On behalf of Rock Palermo of Veron, Bice, Palermo & Wilson, LLC posted in Oil and Gas on April 15, 2013.
Four Louisiana lawmakers have thrown their support behind a bill they say would protect landowners from the dangers of salt mining, which is believed to have caused the sinkhole in Assumption Parish that we have told you about in previous posts.
As Lake Charles may already know, the 13-acre sinkhole opened in August after the salt mine underneath the swampy land collapsed. Salt mines are used to create brine for the oil and gas industry. One hundred and fifty nearby homes have been evacuated and 350 residents displaced.
One of the lawmakers, Rep. Karen St. Germain (D. - Pierre Part) said there is concern that people are buying and using land without being aware that salt mines are underground or nearby, and that brine producers are not being watched carefully enough. She said the aim is to provide more transparency and step up oversight.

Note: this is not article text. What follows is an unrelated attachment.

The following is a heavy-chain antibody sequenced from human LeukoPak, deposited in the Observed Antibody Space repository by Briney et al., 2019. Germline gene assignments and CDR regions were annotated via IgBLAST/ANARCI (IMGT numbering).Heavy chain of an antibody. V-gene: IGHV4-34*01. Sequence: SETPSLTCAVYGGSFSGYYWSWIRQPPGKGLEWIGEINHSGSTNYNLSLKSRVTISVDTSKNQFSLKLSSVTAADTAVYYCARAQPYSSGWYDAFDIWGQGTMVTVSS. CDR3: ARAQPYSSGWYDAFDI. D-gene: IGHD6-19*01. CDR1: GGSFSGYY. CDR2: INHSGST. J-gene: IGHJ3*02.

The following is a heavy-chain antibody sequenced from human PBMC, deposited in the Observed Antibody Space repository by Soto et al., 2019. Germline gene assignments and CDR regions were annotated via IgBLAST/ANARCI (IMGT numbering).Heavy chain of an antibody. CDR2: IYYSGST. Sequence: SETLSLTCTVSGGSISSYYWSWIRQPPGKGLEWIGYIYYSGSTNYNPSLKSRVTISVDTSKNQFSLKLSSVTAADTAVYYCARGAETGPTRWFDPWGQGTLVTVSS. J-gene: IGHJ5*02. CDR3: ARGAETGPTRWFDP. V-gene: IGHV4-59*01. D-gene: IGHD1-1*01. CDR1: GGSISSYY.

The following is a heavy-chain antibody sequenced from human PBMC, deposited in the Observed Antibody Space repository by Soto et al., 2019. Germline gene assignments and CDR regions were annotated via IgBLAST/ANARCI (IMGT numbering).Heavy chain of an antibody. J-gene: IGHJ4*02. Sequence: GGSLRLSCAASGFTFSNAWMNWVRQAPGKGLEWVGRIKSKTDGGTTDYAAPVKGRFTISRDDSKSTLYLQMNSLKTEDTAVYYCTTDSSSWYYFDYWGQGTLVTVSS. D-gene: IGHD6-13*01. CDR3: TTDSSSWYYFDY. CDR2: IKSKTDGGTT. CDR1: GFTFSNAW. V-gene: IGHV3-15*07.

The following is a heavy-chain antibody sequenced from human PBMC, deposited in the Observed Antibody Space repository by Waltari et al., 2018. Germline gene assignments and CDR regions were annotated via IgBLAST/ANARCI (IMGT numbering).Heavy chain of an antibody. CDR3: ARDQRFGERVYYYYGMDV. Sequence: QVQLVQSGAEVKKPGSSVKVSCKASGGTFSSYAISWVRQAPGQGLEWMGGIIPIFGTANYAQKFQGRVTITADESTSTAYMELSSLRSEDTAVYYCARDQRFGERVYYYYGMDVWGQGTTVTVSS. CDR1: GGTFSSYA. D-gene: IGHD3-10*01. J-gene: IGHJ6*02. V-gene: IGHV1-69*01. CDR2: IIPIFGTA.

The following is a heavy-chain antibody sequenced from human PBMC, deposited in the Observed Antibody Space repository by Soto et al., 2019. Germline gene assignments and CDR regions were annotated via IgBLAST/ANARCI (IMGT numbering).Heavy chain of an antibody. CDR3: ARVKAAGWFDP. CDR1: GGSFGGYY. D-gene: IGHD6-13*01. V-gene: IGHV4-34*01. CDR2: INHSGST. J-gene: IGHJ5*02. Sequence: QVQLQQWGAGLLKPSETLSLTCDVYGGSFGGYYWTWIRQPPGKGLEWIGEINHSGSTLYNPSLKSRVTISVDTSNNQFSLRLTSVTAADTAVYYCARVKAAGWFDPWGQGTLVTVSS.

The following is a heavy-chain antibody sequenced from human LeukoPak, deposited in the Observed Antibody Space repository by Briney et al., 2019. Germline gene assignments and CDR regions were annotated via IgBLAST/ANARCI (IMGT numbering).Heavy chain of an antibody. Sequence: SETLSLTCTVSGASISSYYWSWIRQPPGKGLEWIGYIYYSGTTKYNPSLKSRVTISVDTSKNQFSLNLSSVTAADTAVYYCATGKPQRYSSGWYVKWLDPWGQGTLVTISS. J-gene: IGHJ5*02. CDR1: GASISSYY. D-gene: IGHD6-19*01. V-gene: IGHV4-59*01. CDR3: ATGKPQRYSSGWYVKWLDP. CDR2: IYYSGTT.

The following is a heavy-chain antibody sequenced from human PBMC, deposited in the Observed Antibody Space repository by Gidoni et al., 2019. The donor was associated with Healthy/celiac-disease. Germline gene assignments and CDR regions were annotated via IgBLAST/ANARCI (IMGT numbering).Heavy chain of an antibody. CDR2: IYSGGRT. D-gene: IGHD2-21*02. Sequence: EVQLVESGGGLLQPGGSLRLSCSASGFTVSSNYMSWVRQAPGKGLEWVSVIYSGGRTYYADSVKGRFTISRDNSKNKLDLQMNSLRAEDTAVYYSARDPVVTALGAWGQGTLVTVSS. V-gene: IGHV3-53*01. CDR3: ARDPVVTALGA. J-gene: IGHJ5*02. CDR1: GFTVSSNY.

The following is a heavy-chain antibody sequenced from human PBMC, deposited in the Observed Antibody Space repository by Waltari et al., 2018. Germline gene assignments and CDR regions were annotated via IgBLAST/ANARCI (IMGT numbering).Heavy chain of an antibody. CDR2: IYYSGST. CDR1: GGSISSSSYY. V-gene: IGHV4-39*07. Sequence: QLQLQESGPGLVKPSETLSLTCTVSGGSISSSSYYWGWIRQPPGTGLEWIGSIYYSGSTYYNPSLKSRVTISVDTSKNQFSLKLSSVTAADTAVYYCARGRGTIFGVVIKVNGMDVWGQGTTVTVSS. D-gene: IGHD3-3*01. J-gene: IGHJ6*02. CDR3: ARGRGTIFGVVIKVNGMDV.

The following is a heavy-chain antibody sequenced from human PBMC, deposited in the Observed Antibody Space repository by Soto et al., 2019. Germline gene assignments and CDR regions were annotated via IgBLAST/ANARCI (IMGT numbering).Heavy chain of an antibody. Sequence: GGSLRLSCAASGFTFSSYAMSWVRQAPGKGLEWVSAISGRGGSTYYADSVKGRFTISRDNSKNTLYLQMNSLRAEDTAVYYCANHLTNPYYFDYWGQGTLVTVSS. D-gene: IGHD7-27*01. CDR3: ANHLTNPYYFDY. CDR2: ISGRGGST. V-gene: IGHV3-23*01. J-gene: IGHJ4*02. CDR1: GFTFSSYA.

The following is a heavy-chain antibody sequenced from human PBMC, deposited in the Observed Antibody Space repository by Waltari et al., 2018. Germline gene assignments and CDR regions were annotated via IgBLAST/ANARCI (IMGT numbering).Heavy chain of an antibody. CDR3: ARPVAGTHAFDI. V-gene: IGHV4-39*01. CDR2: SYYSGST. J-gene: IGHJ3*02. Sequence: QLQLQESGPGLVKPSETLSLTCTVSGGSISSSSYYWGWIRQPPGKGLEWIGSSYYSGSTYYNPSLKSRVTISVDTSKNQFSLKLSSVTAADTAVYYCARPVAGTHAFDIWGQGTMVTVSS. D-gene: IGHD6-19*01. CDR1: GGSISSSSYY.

The bill would accomplish the following things:
- Increase monitoring and mapping of salt-mining site
- Place limits on the reuse of salt caverns, in the interest of making sure people don't buy land without realizing it is on an old salt mine.
- Putting a pause on the issuance of new salt mining operations.
- Create more severe fines for noncompliace
To us, the philosophy behind this bill seems like a good idea. We believe that landowners have rights that need to be protected, and they deserve to be fully informed about property before they buy it. We also think the oil and gas industry, as well as its related fields, need to be monitored closely, because companies in those arenas have shown they will cut corners if they are not watched carefully.
Source: The Associated Press, "Louisiana lawmakers seek better oversight of salt mines," Littice Bacon-Blood, April 13, 2013
- The Oil and Gas section of our Environmental Law website may be interesting to you.
Tags: Oil and Gas